Thrissur eatery's idli connect with Tamil actor Kushboo


The round and fluffy idli is numero uno on today’s global breakfast menu.

Sambar idli, rasam idli, thair idli, podi idli, button idli and wait… Kushboo idli too will relish you no end. And if you’re left wondering what Kushboo idli is, here’s to it. The idlis are named after Tamil actress Kushboo, as famous for her charms as her smooth, chubby cheeks. Now you see the connection…chubby cheeks and fluffy idlis!

You may not get all these fancy idlis to the place you are headed, but there’s still a lot to choose from, from the Idly Shop in Thrissur. Sambar idlis and button idlis are sure serves. Look no further. We’re talking about the Sree Vallabha idly shop in Padinjarekotta (West Fort), the first such shop in Thrissur exclusively for idlis.

Take the road from West Fort to the Collectorate road and there stands the little shop to the corner in the left.

The shop was the brainchild of Perinchery-native Jayavinoj, a young man who used to frequent Chennai in connection with his trade in gold. What began as a fancy has now blossomed into big-time business. Enraptured by Chennai idlis, there germinated in him the seed of a desire to serve idlis of those sorts in his home town. He ventured into it knowing that he would have the absolute backing of his wife Sharanya.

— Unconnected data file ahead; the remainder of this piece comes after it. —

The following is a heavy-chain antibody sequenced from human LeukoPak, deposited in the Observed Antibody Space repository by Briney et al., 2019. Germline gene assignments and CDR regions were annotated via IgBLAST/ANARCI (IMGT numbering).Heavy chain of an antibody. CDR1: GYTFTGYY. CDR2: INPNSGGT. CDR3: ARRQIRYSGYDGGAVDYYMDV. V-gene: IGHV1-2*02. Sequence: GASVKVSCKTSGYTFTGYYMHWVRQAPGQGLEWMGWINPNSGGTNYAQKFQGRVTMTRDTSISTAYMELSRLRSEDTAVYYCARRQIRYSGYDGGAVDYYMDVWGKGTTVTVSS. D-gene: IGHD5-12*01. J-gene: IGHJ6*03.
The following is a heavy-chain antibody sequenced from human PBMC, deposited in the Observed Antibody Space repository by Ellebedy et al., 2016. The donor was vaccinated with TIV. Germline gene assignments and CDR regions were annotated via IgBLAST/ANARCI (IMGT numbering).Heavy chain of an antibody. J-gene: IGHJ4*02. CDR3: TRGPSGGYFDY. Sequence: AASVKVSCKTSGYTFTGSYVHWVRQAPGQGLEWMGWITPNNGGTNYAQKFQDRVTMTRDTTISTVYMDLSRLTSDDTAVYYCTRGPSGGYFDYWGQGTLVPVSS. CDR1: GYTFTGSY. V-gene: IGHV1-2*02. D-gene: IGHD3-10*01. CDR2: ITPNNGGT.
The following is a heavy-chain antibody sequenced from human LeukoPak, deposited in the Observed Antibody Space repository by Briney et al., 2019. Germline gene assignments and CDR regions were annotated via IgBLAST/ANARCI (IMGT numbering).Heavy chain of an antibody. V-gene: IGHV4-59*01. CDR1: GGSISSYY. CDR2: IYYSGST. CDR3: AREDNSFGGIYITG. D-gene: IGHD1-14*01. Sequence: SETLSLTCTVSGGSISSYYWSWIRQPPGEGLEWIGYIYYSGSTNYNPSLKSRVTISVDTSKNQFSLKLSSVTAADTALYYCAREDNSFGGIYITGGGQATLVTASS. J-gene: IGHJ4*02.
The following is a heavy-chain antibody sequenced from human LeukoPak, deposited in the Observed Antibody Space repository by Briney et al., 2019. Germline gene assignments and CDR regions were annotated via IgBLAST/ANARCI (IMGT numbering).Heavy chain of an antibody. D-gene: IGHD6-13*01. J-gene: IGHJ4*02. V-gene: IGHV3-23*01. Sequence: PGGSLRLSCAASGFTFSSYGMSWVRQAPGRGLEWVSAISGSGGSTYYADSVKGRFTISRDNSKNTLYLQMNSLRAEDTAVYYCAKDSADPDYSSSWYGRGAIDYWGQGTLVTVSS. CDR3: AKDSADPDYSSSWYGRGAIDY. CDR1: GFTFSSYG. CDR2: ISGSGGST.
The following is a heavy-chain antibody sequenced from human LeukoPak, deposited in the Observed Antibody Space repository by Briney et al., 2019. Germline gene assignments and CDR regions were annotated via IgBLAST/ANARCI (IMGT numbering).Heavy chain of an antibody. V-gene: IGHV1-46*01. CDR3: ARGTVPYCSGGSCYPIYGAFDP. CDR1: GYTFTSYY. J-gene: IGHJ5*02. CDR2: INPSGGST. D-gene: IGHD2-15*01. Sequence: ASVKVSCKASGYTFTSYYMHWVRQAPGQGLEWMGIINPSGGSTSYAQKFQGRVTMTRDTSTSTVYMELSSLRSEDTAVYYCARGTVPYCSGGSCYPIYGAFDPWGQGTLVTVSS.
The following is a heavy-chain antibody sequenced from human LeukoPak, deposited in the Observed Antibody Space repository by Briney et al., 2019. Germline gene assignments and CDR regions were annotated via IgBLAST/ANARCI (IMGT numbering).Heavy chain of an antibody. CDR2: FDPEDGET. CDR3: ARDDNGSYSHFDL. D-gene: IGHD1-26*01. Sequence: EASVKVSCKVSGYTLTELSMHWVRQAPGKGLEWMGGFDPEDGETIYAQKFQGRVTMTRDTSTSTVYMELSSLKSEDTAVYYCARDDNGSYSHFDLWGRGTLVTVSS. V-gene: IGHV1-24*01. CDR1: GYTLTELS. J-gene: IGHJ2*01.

Not one to be impulsive, Jayavinoj did his homework for about two years before plunging into the venture. The initial days saw a cook from Chennai doing the basics. That’s how the shop got going. The batter was ground at home and the idlis steamed at the shop. Today, the shop sells dosa, puttu and kadala too. Thair sadam and lemon rice are served for lunch. Idlis are served along with chutney powder and sambar. The shop gets busy from 9 am and winds up for the day at 11 pm. Sree Vallabha is one of the very few joints where you get to feast on idlis so late into the night. And for your information, they are honest stuff; no baking soda in them.

It’s the finest quality idli rice and urud dal that turn out the fluffly dumplings. There’s no compromise on quality, say Jayavinoj and Sharanya. Though the place is small, it’s one neat nook with clean tables and chairs and it has that unmistakable homely touch.

Now for a bit of idli history. Idlis apparently made their foray into India more than 1500 years ago. Ninth century Kannada poet Shivakotiacharya’s works have notes on how idlis were made. It’s believed that today’s idlis may have come from Indonesia about a thousand years ago where they are referred to as “kid-dis”. Hence, in all probability, the kid-dis were the true ancestors of the present day idli.

“Idhri”, the 17th century fluffy bite in Gujarat could also in all likelihood be the latter-day idli’s sibling.

Interestingly, DRDO’s find that idli, sambar and chutney are the best bites to be taken up into space once again buttresses the idli’s claim to be the best global food. But the flip-side of space idlis is that one cannot have them in their true shape, everything’s got to be powdered.

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